And… The problem persists. Also without doing an operation that compare the content or that can promote the variable to a bigger size (or maybe there is one that i not notice?) it return a 32 bit variable

the output of this code:

    //test bug unsigned int
    uint8_t cnt;
    int8_t test = 1;
    SerialUSB.println("Before read");
    cnt = eeprom.read(0, test);
    if (test == 0xFF)  SerialUSB.println("Is 0xFF!!");
    SerialUSB.print("After read = ");
    SerialUSB.println(test,HEX);
    SerialUSB.println(test);

return

Before read
After read = FFFFFFFF
-1

as you see it miss the " if (test == 0xFF) ", and i’m totally sure that at eeprom location 0 there is an 0xFF (confirmed by the -1 printed for last).
And, as told, i’ve also tried using union with same result…
If i write a signed number like 0x01, all works perfectly.

------EDIT------

Some more tests:

    int8_t test = 1;
    SerialUSB.print("Before read HEX = ");
    SerialUSB.println(test,HEX);
    SerialUSB.print("Before read DEC = ");
    SerialUSB.println(test);
    SerialUSB.print("Sizeof = ");
    SerialUSB.println (sizeof(test));
    cnt = eeprom.read(0, test);
    if (test == 0xFF)  SerialUSB.print("Is 0xFF!!");
    SerialUSB.print("After read HEX = ");
    SerialUSB.println(test,HEX);
    SerialUSB.print("After read DEC = ");
    SerialUSB.println(test);
    SerialUSB.print("Sizeof = ");
    SerialUSB.println (sizeof(test));
    SerialUSB.println("");
    SerialUSB.print("Before read HEX = ");
    SerialUSB.println(test,HEX);
    SerialUSB.print("Before read DEC = ");
    SerialUSB.println(test);
    SerialUSB.print("Sizeof = ");
    SerialUSB.println (sizeof(test));
    cnt = eeprom.read(101, test);
    if (test == 0xFF)  SerialUSB.print("Is 0xFF!!");
    SerialUSB.print("After read HEX = ");
    SerialUSB.println(test,HEX);
    SerialUSB.print("After read DEC = ");
    SerialUSB.println(test);
    SerialUSB.print("Sizeof = ");
    SerialUSB.println (sizeof(test));

and the result

Before read HEX = 1
Before read DEC = 1
Sizeof = 1
After read HEX = FFFFFFFF
After read DEC = -1
Sizeof = 1

Before read HEX = FFFFFFFF
Before read DEC = -1
Sizeof = 1
After read HEX = 1
After read DEC = 1
Sizeof = 1

Location 0 have 0xFF, location 101 have 0x01.

and the same on the online GCC compiler.

#include  <stdio.h>
#include <stdint.h>

int main(void) {
  int8_t value = 1;

  uint8_t* bytePtr = (uint8_t*)&value;                           // Declare pointer to start of structure
  printf("Value HEX = %X\r\n",value);
  printf("Value DEC = %d\r\n",value);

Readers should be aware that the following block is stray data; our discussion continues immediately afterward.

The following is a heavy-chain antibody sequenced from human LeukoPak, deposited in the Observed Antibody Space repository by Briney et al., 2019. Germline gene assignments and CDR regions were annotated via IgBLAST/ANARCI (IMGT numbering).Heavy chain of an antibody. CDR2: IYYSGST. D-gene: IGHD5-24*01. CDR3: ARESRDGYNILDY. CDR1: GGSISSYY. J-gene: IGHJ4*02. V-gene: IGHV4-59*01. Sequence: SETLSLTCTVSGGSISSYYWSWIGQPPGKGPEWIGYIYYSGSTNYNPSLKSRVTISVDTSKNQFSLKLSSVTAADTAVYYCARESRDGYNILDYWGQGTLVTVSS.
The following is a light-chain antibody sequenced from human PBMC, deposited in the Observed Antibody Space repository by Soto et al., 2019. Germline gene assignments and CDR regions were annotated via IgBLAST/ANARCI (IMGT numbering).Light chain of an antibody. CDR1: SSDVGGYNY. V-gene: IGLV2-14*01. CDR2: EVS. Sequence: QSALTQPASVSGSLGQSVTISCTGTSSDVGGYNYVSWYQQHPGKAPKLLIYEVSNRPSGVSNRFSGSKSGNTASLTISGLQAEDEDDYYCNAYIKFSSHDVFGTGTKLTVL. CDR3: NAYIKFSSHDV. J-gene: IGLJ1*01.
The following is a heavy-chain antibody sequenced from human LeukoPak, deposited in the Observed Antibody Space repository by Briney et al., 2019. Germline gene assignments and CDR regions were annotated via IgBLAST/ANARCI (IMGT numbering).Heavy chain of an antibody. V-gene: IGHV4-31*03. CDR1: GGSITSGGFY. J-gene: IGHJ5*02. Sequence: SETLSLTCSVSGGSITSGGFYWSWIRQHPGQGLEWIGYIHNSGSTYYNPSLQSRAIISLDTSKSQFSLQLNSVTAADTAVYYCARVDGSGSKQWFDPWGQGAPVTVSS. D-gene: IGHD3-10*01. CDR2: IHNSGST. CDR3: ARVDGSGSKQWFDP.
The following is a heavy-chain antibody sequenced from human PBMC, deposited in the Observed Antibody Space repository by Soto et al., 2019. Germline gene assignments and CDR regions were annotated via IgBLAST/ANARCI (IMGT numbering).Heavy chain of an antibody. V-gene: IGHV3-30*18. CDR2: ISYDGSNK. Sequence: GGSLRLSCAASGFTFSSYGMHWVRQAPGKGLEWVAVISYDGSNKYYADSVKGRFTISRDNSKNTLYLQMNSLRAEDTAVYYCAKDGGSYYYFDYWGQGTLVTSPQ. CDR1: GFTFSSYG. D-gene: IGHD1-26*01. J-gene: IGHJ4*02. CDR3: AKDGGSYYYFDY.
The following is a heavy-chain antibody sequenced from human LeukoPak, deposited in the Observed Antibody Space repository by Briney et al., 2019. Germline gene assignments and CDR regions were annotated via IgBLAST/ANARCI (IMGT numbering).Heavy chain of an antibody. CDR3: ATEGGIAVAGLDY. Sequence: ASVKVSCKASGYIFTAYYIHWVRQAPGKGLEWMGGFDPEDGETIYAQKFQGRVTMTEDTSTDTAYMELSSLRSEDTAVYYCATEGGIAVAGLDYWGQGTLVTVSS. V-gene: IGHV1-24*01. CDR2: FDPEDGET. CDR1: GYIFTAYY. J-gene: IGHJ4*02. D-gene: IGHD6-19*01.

printf("Size = %d\r\n",sizeof(value));
  *bytePtr = 0xFA; // Read a byte
  if (value == 0xFA) printf("OxFA!!\r\n",value); 
  printf("Value HEX = %X\r\n",value);
  printf("Value DEC = %d\r\n",value);
  printf("Size = %d\r\n",sizeof(value));
   
  return 0;
}
Value HEX = 1
Value DEC = 1
Size = 1
Value HEX = FFFFFFFA
Value DEC = -6
Size = 1

Every time that i touch byte per byte a nevagive variable, I can’t test the returned value using it’s original size, or if i test it, i need to test it as 32bit.

In any case, happy new year!!

masterx81:
Every time that i touch byte per byte a nevagive variable, I can't test the returned value using it's original size, or if i test it, i need to test it as 32bit.

Part of your problem is that '0xFF' is NOT an 'int8_t' or 'uint8_t' value. There are NO 8-bit integer literals:
https://en.cppreference.com/w/cpp/language/integer_literal

Since 0xFF (255) fits in an 'int' it is an integer literal containing '0x00FF'. To use it as an 'int8_t' you should cast it:

if (test == (int8_t)0xFF)  SerialUSB.print("Is 0xFF!!");

The 'test' value, which IS an 'int8_t' gets sign-extended to an 'int' of 0xFFFF. That is clearly not equal to the integer literal containing 0x00FF.

If you don't want your 'test' value to be sign-extended, make it unsigned.

Perfect, this time i've understood it, all makes sense!
Really thanks!

I've never worked a lot with C, and now i've some problems :disappointed_relieved: :disappointed_relieved:

masterx81:
Perfect, this time i've understood it, all makes sense!
Really thanks!

I've never worked a lot with C, and now i've some problems :disappointed_relieved: :disappointed_relieved:

It's not so bad, if you mostly follow the conventions. If you use data types that are appropriate for the data you expect, and don't try to use data conversions as a "manipulation tool", you won't have very many problems. C lets you get away with things that are forbidden in other languages. So it kind of dumps more responsibility in your lap.